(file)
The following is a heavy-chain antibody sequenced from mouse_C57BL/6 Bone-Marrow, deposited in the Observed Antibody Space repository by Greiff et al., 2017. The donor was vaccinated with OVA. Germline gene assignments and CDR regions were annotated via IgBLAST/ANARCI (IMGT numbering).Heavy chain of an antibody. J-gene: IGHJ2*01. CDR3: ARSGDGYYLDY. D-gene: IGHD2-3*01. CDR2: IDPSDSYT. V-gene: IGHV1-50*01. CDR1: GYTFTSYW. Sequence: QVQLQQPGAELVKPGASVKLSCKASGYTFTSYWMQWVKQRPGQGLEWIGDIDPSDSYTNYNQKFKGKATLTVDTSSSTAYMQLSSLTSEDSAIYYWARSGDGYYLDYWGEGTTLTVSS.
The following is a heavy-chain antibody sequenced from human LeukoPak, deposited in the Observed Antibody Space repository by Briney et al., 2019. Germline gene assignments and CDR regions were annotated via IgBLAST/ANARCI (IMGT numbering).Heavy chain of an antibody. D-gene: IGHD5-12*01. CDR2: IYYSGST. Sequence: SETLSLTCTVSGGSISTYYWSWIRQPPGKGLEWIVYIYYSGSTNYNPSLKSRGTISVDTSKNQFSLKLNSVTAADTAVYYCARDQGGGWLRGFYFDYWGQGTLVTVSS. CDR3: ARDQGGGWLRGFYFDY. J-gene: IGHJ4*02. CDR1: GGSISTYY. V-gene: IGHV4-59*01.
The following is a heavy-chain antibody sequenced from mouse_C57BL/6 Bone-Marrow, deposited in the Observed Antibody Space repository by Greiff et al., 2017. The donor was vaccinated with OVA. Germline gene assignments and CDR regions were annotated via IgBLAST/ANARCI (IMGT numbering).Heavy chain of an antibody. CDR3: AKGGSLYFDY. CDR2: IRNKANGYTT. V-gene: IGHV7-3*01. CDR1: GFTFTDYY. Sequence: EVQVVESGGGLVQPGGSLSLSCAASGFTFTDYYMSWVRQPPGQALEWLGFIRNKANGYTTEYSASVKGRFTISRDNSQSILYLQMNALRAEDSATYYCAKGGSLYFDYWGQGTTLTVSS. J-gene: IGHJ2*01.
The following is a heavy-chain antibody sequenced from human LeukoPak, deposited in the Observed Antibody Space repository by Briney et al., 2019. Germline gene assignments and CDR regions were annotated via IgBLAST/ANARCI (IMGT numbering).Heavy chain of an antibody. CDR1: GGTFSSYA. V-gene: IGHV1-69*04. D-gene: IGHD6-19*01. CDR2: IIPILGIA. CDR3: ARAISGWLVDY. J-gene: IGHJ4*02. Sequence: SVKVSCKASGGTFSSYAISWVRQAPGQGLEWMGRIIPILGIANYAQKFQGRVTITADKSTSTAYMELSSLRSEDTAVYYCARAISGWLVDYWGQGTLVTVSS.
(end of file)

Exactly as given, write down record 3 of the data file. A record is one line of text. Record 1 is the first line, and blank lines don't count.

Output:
The following is a heavy-chain antibody sequenced from mouse_C57BL/6 Bone-Marrow, deposited in the Observed Antibody Space repository by Greiff et al., 2017. The donor was vaccinated with OVA. Germline gene assignments and CDR regions were annotated via IgBLAST/ANARCI (IMGT numbering).Heavy chain of an antibody. CDR3: AKGGSLYFDY. CDR2: IRNKANGYTT. V-gene: IGHV7-3*01. CDR1: GFTFTDYY. Sequence: EVQVVESGGGLVQPGGSLSLSCAASGFTFTDYYMSWVRQPPGQALEWLGFIRNKANGYTTEYSASVKGRFTISRDNSQSILYLQMNALRAEDSATYYCAKGGSLYFDYWGQGTTLTVSS. J-gene: IGHJ2*01.